A couple years ago, I was developing an editorial calendar for an agency blog, which had been around for a few years and was doing well. But the company was in the middle of re-branding, and the person who had been running the blog had too much on her plate to continue doing it alone.
Just a couple months ago, the editor and publisher of the Marketeer sat down to put together their publishing schedule for this site as well.
What would we publish?
Agency: Short entries about marketing and advertising in our target industries.
Marketeer: To start out, short and long posts and articles in various formats, as well as newsletters. Packages, white papers, video, and more time-intensive types of content down the road. All based on content marketing and the context surrounding it currently.
Who would contribute?
Agency: Members of the sales team (who we wanted to position as experts), department heads (who had extensive knowledge of their teams’ expertise), and employees who had a unique perspective or story idea and an interest in contributing.
Marketeer: Everyone on staff, as well as readers, are encouraged to contribute ideas for content, which is then created by a combination of freelance contributors, guest bloggers, and a couple staffers.
How often would we publish?
Agency: Two to three times per week.
Marketeer: One post or article every weekday; one newsletter each Friday; and special-release content (video, white papers, deeper reporting, etc.) selectively around notable occasions, such as conferences or real-time news events in the industry.
How would we run our process?
Agency: Simplicity was the goal. We had subject matter experts write the articles, which were then reviewed, edited, uploaded, and published by one editor. This editor was in charge of not only publishing, but process, scheduling, and maintenance of the original editorial calendar.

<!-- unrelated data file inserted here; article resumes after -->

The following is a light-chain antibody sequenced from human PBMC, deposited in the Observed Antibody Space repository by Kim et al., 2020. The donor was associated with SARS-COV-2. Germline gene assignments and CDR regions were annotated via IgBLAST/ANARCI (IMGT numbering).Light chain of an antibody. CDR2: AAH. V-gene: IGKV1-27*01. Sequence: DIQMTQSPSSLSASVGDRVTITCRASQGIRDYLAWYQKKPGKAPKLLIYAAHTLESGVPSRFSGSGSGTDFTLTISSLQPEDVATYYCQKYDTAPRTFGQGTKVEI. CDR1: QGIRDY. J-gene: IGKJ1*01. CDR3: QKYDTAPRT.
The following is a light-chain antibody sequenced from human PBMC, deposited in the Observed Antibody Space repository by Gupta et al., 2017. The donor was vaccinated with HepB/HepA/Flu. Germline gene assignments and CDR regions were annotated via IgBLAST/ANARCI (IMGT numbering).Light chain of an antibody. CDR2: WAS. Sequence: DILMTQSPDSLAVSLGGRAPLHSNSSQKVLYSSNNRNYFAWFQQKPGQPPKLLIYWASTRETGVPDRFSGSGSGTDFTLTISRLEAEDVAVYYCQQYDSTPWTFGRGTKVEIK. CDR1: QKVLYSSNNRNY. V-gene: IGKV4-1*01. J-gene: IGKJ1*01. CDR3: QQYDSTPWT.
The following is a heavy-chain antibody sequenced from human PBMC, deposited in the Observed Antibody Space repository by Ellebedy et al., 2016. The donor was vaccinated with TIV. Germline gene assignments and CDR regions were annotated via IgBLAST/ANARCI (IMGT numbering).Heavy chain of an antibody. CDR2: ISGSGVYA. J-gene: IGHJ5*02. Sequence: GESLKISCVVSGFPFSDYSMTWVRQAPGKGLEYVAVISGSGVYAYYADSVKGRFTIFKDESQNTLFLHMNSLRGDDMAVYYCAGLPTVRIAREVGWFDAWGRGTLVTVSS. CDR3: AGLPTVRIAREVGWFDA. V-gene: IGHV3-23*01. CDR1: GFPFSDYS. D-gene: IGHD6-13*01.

Marketeer: Simplicity is the aim here, as well, although with the help of various contributors and guest bloggers involved in pitching, writing, and revising copy, as well as sharing their contributions via social networks. The editor is in charge of making/approving assignments, editing them based on the Marketeer’s guidelines, and publishing, as well as optimizing and promoting this original content. She’s also responsible for making sure contributors are paid for their work.
What system would we use?
Agency: For scheduling the subject matter experts, we used a project management system already in place. The system allowed us to set aside two- or three-hour blocks of time for our contributors on a specific weekday, then schedule time for editing and upload later in the week.
Marketeer: Kapost, of course. Otherwise, after twelve years of editing various publications and types of content in print and online, the editor would have fallen back on her old system of email and loads of spreadsheets.
In both cases, once we had our systems running, it was up to the editor to keep them going, check in with contributors, watch for notifications when projects were late, and keep us in the loop if she needed a change in strategy.
Start by defining your basic needs and capabilities, then pick the system that best fits them, and start your project. Don’t forget to reevaluate as you move along, shifting your editorial calendar to reflect what you can realistically accomplish—what you can genuinely promise to your users.